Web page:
package to:

Center for Scientific Review
National Institutes of Health
6701 Rockledge Drive, Room 1040, MSC 7710
Bethesda, MD  20892-7710
Bethesda, MD  20817 (for express/courier service)

APPLICATION PROCESSING:  Applications must be received by the receipt dates 
listed on the first page of the PAR. The CSR will not accept any application 
in response to this PAR that is essentially the same as one currently pending 
initial review unless the applicant withdraws the pending application.  The 
CSR will not accept any application that is essentially the same as one 
already reviewed.  This does not preclude the submission of a substantial 
revision of an unfunded version of an application already reviewed, but such 
application must include an Introduction addressing the previous critique.  

Although there is no immediate acknowledgement of the receipt of an 
application, applicants are generally notified of the review and funding 
assignment within 8 weeks.


Applications submitted for this PA will be assigned on the basis of 
established PHS referral guidelines and specific program interests.  Upon 
receipt, applications will be reviewed for completeness by the Center for 
Scientific Review (CSR) and responsiveness by the participating institutes.  
Incomplete and/or non-responsive applications will be returned to the 
applicant without further consideration.  An appropriate special scientific 
review group convened by the CSR in accordance with the standard NIH peer 
review procedures (http://www.csr.nih.gov/refrev.htm) will evaluate 
applications for scientific and technical merit.  

As part of the initial merit review, all applications will:

o Undergo a selection process in which only those applications deemed to have 
the highest scientific merit, generally the top half of applications under 
review, will be discussed and assigned a priority score
o Receive a written critique
o Receive a second level review by the appropriate national advisory council 
or board  


The goals of NIH-supported research are to advance our understanding of 
biological systems, improve the control of disease, and enhance health.  In 
the written comments, reviewers will be asked to evaluate application in 
order to judge the likelihood that the proposed research will have a 
substantial impact on the pursuit of these goals.  The scientific review 
group will address and consider each of the following criteria in assigning 
the application’s overall score, weighting them as appropriate for each 

o Significance 
o Approach 
o Innovation
o Investigator
o Environment
The application does not need to be strong in all categories to be judged 
likely to have major scientific impact and thus deserve a high priority 
score.  For example, an investigator may propose to carry out important work 
that by its nature is not innovative but is essential to move a field 

SIGNIFICANCE: Does this study address an important problem? If the aims of 
the application are achieved, how will scientific knowledge be advanced? What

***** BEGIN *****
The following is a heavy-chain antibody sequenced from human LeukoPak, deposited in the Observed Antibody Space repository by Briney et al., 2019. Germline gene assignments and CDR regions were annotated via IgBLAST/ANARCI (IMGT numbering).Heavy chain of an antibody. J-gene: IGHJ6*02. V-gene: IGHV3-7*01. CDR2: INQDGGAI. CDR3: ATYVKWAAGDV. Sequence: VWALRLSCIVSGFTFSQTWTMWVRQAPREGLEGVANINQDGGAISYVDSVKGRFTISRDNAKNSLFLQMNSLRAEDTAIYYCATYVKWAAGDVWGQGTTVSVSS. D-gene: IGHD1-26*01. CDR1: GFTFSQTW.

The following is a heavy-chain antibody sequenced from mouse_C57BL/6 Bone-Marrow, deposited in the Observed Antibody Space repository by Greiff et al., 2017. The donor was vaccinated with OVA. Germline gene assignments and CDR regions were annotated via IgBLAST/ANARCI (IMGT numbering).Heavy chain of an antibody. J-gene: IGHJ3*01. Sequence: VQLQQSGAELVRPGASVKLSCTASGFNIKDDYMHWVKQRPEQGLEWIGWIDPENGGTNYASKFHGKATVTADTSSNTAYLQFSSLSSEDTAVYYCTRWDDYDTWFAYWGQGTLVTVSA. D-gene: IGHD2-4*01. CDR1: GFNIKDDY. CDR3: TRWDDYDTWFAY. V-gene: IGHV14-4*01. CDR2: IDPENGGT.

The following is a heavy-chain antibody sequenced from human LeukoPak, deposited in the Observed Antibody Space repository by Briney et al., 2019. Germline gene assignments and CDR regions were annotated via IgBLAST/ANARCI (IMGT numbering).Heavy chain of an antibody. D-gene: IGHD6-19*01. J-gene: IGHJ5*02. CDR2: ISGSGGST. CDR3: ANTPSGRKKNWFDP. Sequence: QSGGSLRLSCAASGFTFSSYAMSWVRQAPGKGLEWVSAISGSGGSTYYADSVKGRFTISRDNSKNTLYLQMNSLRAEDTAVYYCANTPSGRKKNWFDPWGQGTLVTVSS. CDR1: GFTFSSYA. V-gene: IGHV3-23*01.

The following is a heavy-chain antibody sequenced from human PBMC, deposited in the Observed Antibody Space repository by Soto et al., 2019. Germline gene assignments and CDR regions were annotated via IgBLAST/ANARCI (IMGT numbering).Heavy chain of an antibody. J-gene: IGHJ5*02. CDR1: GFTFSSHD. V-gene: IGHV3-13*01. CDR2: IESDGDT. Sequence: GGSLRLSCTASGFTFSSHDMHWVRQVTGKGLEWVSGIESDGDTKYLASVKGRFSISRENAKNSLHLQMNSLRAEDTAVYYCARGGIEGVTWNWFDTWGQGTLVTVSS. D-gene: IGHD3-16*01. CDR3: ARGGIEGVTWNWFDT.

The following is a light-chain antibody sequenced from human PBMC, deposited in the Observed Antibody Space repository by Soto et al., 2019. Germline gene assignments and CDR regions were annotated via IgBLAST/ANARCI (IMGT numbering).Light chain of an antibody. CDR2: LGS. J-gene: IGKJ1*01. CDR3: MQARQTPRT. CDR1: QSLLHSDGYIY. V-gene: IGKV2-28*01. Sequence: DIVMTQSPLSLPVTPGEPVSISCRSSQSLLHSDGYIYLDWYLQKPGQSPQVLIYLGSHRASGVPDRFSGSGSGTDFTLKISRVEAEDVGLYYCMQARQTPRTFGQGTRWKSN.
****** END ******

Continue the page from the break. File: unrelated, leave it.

will be the effect of these studies on the concepts or methods that drive 
this field?

APPROACH: Are the conceptual framework, design, methods, and analyses 
adequately developed, well-integrated, and appropriate to the aims of the 
project? Does the applicant acknowledge potential problem areas and consider 
alternative tactics?

INNOVATION: Does the project employ novel concepts, approaches or methods? 
Are the aims original and innovative? Does the project challenge existing 
paradigms or develop new methodologies or technologies?

INVESTIGATOR: Is the investigator appropriately trained and well suited to 
carry out this work? Is the work proposed appropriate to the experience level 
of the principal investigator and other researchers (if any)?

ENVIRONMENT: Does the scientific environment in which the work will be done 
contribute to the probability of success? Do the proposed experiments take 
advantage of unique features of the scientific environment or employ useful 
collaborative arrangements? Is there evidence of institutional support?  

ADDITIONAL REVIEW CRITERIA: In addition to the above criteria, the following 
items will be considered in the determination of scientific merit and the 
priority score:

subjects and protections from research risk relating to their participation 
in the proposed research will be assessed. (See criteria included in the 
section on Federal Citations, below).

plans to include subjects from both genders, all racial and ethnic groups 
(and subgroups), and children as appropriate for the scientific goals of the 
research will be assessed.  Plans for the recruitment and retention of 
subjects will also be evaluated. (See Inclusion Criteria in the sections on 
Federal Citations, below).

be used in the project, the five items described under Section f of the PHS 
398 research grant application instructions (rev. 5/2001) will be assessed.  


Sharing Research Data

Applicants requesting $500,000 or more in direct costs in any year of the 
proposed research are expected to include a data sharing plan in their 
application. The reasonableness of the data sharing plan or the rationale for 
not sharing research data will be assessed by the reviewers. However, 
reviewers will not factor the proposed data sharing plan into the